No matter where you stand on the topic of coronavirus and its infiltration into our way of life, and life itself, there is no question that it has dramatically changed the way America is living, working, and schooling.
With the push to shut down all non-essential services, schools were among the first to close (perhaps, as many have claimed, signifying that they aren’t as “essential” as originally perceived), with the exception of New York City, which held out as long as possible even as the world around them burned, not because schools were providing for the education of children, but because many underprivileged in New York practically live there and depend upon them for nearly everything. But even New York eventually capitulated, and the country, for better or for worse, has gotten a taste of what home education looks like.
Or do they?
While it’s true that many families are being forced to “homeschool” in the most literal sense of the word, what many people are calling “crisis schooling” or at the very least “public school at home” does not in any way resemble what most true homeschools do on a daily basis when not confronted with a pandemic. The stress of constantly being at home, coupled with deadlines, new apps to master, meetings, and countless assignments presided over by harried parents who are juggling childcare, work responsibilities, and other household tasks has left many families feeling burned out before they have even really begun, and one has to wonder how much learning is actually taking place at all. It’s no wonder that President Trump is asking states to consider reopening schools before summer, and the economy is only half of the argument.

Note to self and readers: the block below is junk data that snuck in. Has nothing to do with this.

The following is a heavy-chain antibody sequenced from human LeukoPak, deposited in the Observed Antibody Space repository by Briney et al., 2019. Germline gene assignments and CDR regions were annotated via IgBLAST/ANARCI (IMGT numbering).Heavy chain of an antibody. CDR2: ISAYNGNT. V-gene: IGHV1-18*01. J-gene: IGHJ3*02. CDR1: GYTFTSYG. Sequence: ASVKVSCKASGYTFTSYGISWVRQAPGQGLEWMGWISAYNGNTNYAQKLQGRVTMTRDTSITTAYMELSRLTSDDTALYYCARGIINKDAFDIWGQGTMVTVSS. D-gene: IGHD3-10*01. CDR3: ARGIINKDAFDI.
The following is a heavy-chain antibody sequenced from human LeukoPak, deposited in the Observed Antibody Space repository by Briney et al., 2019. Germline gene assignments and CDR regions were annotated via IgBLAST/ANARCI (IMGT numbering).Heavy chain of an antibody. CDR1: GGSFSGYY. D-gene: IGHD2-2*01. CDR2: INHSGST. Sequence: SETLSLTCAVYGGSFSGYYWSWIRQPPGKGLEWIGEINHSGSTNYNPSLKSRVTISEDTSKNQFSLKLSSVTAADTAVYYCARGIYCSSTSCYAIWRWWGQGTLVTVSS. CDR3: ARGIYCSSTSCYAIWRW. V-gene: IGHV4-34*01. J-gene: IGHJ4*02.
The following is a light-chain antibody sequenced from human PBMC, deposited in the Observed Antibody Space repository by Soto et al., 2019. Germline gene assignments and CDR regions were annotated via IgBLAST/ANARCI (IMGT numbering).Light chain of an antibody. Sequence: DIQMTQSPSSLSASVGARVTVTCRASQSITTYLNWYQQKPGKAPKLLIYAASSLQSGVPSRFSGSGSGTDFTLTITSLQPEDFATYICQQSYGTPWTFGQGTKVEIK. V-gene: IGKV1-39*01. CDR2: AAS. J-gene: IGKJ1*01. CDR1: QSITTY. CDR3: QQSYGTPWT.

With every family struggling to hang on and continue schooling during the pandemic, there’s another family that is giving up. “I’d rather have him watch classic Godzilla movies and play in the yard and pretend to be a Jedi rather than figure out basic math,” one mother said of her frustrated kindergartener (most long-term homeschoolers agree that formal schooling for kindergarten is unnecessary and that play is precisely what they need at that age). Many school districts are implementing a lax grading policy, exercising leniency with assignments and deadlines. California is considering beginning the new school year as early as July to help make up for lost time.
But despite what The Washington Post and Harvard have to say, true homeschooling does not have to equal deprivation, for children or their parents, and certainly not for society. Homeschooled children consistently outperform their peers in academics and social situations. Universities are by-and-large happy to have homeschoolers join their ranks, and many have alternate pathways to admission, for those who don’t have an accredited diploma or traditional transcript. Homeschoolers are used to free-time (it’s amazing what can be accomplished without all the needless busywork, and pandering to political correctness), and many can use it wisely in the pursuit of valuable hobbies or skills that could be used in their future careers.
One thing remains certain: most of those who were homeschooling before this pandemic hit are suffering just as much as their public schooled peers. Their regular haunts -museums, libraries, parks, friends’ houses, co-ops, playgrounds – are all closed. Most will acknowledge that true homeschooling is more like world-schooling, with only a small portion actually taking place at home.